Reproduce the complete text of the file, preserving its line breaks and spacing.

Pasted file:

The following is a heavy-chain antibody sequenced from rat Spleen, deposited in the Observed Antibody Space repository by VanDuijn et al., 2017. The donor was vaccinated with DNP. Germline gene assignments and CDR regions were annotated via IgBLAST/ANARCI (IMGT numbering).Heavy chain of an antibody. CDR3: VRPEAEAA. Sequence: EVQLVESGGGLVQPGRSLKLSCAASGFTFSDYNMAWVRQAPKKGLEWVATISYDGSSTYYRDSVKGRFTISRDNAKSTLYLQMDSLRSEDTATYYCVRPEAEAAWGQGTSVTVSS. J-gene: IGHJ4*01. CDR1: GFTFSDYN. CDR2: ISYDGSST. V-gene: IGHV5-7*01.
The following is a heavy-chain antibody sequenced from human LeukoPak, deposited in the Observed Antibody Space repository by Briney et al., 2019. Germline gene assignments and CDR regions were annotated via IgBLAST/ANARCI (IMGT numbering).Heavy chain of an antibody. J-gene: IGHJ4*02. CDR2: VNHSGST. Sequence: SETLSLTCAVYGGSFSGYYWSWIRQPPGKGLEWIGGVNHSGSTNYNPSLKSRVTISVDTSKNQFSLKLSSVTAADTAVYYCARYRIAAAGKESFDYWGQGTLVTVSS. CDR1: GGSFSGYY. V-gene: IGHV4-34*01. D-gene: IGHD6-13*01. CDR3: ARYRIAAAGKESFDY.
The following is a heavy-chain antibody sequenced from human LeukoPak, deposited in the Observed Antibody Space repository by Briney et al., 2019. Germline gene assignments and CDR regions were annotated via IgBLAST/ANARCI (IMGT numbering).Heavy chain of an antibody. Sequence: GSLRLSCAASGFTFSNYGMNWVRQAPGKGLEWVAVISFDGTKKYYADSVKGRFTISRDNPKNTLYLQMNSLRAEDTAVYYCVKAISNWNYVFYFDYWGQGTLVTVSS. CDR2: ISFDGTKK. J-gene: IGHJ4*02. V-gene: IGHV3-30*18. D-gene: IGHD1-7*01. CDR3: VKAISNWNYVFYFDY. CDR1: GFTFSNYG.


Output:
The following is a heavy-chain antibody sequenced from rat Spleen, deposited in the Observed Antibody Space repository by VanDuijn et al., 2017. The donor was vaccinated with DNP. Germline gene assignments and CDR regions were annotated via IgBLAST/ANARCI (IMGT numbering).Heavy chain of an antibody. CDR3: VRPEAEAA. Sequence: EVQLVESGGGLVQPGRSLKLSCAASGFTFSDYNMAWVRQAPKKGLEWVATISYDGSSTYYRDSVKGRFTISRDNAKSTLYLQMDSLRSEDTATYYCVRPEAEAAWGQGTSVTVSS. J-gene: IGHJ4*01. CDR1: GFTFSDYN. CDR2: ISYDGSST. V-gene: IGHV5-7*01.
The following is a heavy-chain antibody sequenced from human LeukoPak, deposited in the Observed Antibody Space repository by Briney et al., 2019. Germline gene assignments and CDR regions were annotated via IgBLAST/ANARCI (IMGT numbering).Heavy chain of an antibody. J-gene: IGHJ4*02. CDR2: VNHSGST. Sequence: SETLSLTCAVYGGSFSGYYWSWIRQPPGKGLEWIGGVNHSGSTNYNPSLKSRVTISVDTSKNQFSLKLSSVTAADTAVYYCARYRIAAAGKESFDYWGQGTLVTVSS. CDR1: GGSFSGYY. V-gene: IGHV4-34*01. D-gene: IGHD6-13*01. CDR3: ARYRIAAAGKESFDY.
The following is a heavy-chain antibody sequenced from human LeukoPak, deposited in the Observed Antibody Space repository by Briney et al., 2019. Germline gene assignments and CDR regions were annotated via IgBLAST/ANARCI (IMGT numbering).Heavy chain of an antibody. Sequence: GSLRLSCAASGFTFSNYGMNWVRQAPGKGLEWVAVISFDGTKKYYADSVKGRFTISRDNPKNTLYLQMNSLRAEDTAVYYCVKAISNWNYVFYFDYWGQGTLVTVSS. CDR2: ISFDGTKK. J-gene: IGHJ4*02. V-gene: IGHV3-30*18. D-gene: IGHD1-7*01. CDR3: VKAISNWNYVFYFDY. CDR1: GFTFSNYG.